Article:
Figure 6.2 shows the results by question series. It is only in the provider probes that we see that interviewers who did not maintain meaning were more likely to read the questions verbatim after feedback if they asked for clarification. On the flexible calendar grid, interviewers who did not maintain the meaning were less likely to follow the protocol exactly, even slightly less likely when they asked for clarification. This relationship held for the predicted probability of interviewers making minor working changes after feedback (data not shown) - it was more likely only if the interviewer asked for clarification.
We added interviewer experience, both as a continuous variable (years of experience on MEPS) and as a dichotomous variable (less than one year versus one year or more) and found it had no effect on the results (see Table A6G.1 in Appendix 6G in the online materials).
Predicted probability of following protocol exactly (versus not maintaining meaning) before and after feedback by whether the interviewer asked for clarification during feedback.
Predicted probability of following protocol exactly (versus not maintaining meaning) before and after feedback by whether the interviewer asked for clarification during feedback, by question series type.
Supervisor Alert System
Supervisor alerts, specifically geared toward identifying issues that influence data quality during the interview, were issued throughout the fall field period from a base of 7,361 interviews. The project has employed a number of operational alerts for years related to efficiency and production with known patterns and tested retraining approaches. While effective, they do not directly influence the collection of key data elements. By contrast, the newly instituted data quality alerts offer a novel, rapid approach to identifying and addressing within-interview behavior that more directly influences key study estimates. The focus specifically on data quality alerts reflects the evolution of this system from monitoring production to assessing data collection. One data-quality alert type dominated the process: record usage for medical events (see Table A6H.1 in Appendix 6H in the online materials). Almost 2,000 alerts (84.4%) were generated because answers to the calendar series indicated the respondent had no records yet reported events later in the interview. The second most common alert, the lack of records for prescribed medicines for those aged 65 and over, occurred less than 250 times (10.4% of alerts). Alerts for hospital stays that started and ended on the same day occurred in the data at less than half that rate, and the fourth type of anomaly (respondents younger than 18) was negligible.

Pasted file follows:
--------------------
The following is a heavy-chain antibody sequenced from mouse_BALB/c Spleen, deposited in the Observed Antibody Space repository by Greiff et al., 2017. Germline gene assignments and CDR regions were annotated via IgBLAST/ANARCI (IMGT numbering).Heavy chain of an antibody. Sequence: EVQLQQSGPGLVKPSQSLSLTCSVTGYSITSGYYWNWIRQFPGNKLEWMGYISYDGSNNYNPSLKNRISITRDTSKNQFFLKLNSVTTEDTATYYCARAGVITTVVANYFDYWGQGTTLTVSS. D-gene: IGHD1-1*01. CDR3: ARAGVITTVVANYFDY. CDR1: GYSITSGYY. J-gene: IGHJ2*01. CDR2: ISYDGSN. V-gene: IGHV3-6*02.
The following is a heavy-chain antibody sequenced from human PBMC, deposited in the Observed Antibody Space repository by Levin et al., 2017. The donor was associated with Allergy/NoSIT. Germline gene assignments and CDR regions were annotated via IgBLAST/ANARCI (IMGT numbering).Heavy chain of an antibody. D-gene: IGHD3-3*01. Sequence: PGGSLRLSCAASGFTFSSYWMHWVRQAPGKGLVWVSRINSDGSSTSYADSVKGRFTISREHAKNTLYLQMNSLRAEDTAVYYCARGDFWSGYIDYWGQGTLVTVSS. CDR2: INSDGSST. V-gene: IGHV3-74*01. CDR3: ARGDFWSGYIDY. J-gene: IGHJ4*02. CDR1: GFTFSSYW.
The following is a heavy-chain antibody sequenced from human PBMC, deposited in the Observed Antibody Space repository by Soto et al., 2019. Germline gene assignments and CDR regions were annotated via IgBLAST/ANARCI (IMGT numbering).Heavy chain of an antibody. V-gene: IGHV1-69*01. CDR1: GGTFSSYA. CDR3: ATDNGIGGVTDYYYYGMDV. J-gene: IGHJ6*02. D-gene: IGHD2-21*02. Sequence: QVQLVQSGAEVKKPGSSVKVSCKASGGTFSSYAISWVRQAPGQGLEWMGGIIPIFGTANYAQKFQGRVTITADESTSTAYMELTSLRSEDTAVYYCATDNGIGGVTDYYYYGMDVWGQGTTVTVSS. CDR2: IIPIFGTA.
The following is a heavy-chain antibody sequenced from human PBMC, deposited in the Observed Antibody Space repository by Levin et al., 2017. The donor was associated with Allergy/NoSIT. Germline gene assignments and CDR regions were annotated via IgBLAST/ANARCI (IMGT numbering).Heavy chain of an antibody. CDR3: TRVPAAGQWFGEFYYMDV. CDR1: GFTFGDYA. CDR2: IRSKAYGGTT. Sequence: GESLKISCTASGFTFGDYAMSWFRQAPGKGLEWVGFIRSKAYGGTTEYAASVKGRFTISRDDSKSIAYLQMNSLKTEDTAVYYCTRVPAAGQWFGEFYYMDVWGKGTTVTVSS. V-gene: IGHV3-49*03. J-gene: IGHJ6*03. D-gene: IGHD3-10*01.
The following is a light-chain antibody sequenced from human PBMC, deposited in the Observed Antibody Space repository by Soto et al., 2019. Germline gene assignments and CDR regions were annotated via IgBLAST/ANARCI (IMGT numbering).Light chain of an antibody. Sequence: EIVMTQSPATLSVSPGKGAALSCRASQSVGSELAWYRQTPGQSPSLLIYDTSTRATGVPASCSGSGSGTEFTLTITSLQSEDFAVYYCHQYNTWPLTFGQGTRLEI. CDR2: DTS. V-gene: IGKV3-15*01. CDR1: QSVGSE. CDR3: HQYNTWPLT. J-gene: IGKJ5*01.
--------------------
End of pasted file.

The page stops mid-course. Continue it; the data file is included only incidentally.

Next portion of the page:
MEPS data collection is not spread evenly over the fall months. Rather, all cases are assigned at the beginning and more interviews are completed in August and September than in October and November. Figure 6.3 shows the distribution of alerts by month, adjusted to reflect the number of interviews each month. More alerts were generated in August even when adjusted for caseload, and the trend is toward fewer alerts per month over the course of the fall. Figure 6.4 shows the distribution of alert volume by interviewer and by alert type. All interviewers were associated with at least one alert. For a given alert, many interviewers had only one, and many others only two. This pattern holds for most alerts, including no prescribed medicine records for the 65+ and hospital stays that started and ended on the same day.
Caseload-adjusted alert distribution over field period.
Alert occurrence among interviews by alert type.